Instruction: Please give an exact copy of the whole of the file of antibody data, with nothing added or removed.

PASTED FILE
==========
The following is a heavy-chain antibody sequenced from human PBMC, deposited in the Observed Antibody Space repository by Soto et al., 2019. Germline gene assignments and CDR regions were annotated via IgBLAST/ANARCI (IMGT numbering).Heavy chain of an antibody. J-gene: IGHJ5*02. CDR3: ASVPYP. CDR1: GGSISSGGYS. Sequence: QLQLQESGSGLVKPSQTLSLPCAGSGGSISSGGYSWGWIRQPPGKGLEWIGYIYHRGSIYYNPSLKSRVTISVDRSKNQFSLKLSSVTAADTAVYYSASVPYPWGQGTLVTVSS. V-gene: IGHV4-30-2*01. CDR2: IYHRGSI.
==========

The following is a heavy-chain antibody sequenced from human PBMC, deposited in the Observed Antibody Space repository by Soto et al., 2019. Germline gene assignments and CDR regions were annotated via IgBLAST/ANARCI (IMGT numbering).Heavy chain of an antibody. J-gene: IGHJ5*02. CDR3: ASVPYP. CDR1: GGSISSGGYS. Sequence: QLQLQESGSGLVKPSQTLSLPCAGSGGSISSGGYSWGWIRQPPGKGLEWIGYIYHRGSIYYNPSLKSRVTISVDRSKNQFSLKLSSVTAADTAVYYSASVPYPWGQGTLVTVSS. V-gene: IGHV4-30-2*01. CDR2: IYHRGSI.